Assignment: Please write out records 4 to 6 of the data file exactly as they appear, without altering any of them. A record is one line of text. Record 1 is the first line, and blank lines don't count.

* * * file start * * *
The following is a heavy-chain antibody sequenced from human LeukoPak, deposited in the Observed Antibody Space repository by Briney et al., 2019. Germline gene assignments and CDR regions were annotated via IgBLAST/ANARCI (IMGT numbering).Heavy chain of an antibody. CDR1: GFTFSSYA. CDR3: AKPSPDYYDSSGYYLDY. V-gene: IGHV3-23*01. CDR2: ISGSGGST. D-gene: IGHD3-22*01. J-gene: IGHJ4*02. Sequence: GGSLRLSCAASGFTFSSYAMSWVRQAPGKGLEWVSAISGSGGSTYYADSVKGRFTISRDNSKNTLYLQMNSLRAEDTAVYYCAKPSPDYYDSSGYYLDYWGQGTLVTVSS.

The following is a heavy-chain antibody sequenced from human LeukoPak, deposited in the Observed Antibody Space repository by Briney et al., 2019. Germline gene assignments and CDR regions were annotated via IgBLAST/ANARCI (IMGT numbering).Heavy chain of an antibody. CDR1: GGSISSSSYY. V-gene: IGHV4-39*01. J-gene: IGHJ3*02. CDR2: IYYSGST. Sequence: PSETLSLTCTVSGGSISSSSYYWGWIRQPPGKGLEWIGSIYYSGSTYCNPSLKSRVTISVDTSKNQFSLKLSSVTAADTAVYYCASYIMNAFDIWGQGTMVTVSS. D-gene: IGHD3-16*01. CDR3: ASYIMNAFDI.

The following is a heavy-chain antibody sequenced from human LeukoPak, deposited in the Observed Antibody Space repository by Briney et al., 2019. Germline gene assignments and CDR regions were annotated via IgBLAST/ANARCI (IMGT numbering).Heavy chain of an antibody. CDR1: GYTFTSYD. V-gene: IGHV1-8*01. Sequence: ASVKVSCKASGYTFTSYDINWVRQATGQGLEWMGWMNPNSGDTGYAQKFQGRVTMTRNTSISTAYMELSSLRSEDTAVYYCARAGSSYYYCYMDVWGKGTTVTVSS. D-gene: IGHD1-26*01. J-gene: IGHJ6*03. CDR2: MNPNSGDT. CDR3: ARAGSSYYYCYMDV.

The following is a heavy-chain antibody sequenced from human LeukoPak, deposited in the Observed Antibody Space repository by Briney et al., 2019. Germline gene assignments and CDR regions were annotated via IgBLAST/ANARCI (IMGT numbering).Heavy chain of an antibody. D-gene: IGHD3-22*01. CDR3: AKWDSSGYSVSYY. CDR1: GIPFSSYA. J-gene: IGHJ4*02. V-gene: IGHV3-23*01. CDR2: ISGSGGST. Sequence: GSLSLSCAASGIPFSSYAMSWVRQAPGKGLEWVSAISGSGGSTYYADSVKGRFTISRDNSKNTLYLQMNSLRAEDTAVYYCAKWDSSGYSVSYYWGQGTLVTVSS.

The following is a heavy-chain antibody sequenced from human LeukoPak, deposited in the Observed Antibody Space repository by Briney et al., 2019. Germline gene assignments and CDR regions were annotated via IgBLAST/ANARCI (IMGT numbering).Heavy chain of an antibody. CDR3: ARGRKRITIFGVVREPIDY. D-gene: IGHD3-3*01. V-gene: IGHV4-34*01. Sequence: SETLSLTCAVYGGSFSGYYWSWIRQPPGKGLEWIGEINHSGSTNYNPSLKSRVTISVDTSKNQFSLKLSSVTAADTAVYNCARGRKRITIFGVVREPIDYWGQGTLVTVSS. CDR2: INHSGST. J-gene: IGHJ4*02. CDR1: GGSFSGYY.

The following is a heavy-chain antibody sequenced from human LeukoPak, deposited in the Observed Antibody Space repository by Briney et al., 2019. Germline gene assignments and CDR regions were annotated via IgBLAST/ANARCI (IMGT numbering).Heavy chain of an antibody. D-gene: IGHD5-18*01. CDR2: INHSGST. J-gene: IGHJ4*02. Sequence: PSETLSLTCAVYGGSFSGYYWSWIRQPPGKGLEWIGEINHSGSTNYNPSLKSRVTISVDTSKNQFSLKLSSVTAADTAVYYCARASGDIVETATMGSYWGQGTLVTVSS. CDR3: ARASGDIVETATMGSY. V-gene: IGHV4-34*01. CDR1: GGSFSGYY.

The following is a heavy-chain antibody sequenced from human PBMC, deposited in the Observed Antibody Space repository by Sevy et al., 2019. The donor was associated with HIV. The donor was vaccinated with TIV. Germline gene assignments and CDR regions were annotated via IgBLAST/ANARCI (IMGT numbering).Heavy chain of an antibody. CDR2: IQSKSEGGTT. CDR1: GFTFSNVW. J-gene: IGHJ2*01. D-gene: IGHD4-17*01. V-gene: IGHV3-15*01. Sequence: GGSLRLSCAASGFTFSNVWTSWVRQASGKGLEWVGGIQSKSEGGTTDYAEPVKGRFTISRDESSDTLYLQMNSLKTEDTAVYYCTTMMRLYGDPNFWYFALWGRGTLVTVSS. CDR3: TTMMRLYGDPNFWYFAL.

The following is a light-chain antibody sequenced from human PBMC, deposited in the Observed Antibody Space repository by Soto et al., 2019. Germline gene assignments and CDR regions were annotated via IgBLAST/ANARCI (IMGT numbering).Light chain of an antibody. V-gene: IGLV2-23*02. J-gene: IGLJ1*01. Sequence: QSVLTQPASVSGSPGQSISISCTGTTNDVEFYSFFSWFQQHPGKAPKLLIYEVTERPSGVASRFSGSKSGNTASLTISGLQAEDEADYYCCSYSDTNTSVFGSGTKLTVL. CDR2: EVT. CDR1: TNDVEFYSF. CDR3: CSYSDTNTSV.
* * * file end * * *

The following is a heavy-chain antibody sequenced from human LeukoPak, deposited in the Observed Antibody Space repository by Briney et al., 2019. Germline gene assignments and CDR regions were annotated via IgBLAST/ANARCI (IMGT numbering).Heavy chain of an antibody. D-gene: IGHD3-22*01. CDR3: AKWDSSGYSVSYY. CDR1: GIPFSSYA. J-gene: IGHJ4*02. V-gene: IGHV3-23*01. CDR2: ISGSGGST. Sequence: GSLSLSCAASGIPFSSYAMSWVRQAPGKGLEWVSAISGSGGSTYYADSVKGRFTISRDNSKNTLYLQMNSLRAEDTAVYYCAKWDSSGYSVSYYWGQGTLVTVSS.

The following is a heavy-chain antibody sequenced from human LeukoPak, deposited in the Observed Antibody Space repository by Briney et al., 2019. Germline gene assignments and CDR regions were annotated via IgBLAST/ANARCI (IMGT numbering).Heavy chain of an antibody. CDR3: ARGRKRITIFGVVREPIDY. D-gene: IGHD3-3*01. V-gene: IGHV4-34*01. Sequence: SETLSLTCAVYGGSFSGYYWSWIRQPPGKGLEWIGEINHSGSTNYNPSLKSRVTISVDTSKNQFSLKLSSVTAADTAVYNCARGRKRITIFGVVREPIDYWGQGTLVTVSS. CDR2: INHSGST. J-gene: IGHJ4*02. CDR1: GGSFSGYY.

The following is a heavy-chain antibody sequenced from human LeukoPak, deposited in the Observed Antibody Space repository by Briney et al., 2019. Germline gene assignments and CDR regions were annotated via IgBLAST/ANARCI (IMGT numbering).Heavy chain of an antibody. D-gene: IGHD5-18*01. CDR2: INHSGST. J-gene: IGHJ4*02. Sequence: PSETLSLTCAVYGGSFSGYYWSWIRQPPGKGLEWIGEINHSGSTNYNPSLKSRVTISVDTSKNQFSLKLSSVTAADTAVYYCARASGDIVETATMGSYWGQGTLVTVSS. CDR3: ARASGDIVETATMGSY. V-gene: IGHV4-34*01. CDR1: GGSFSGYY.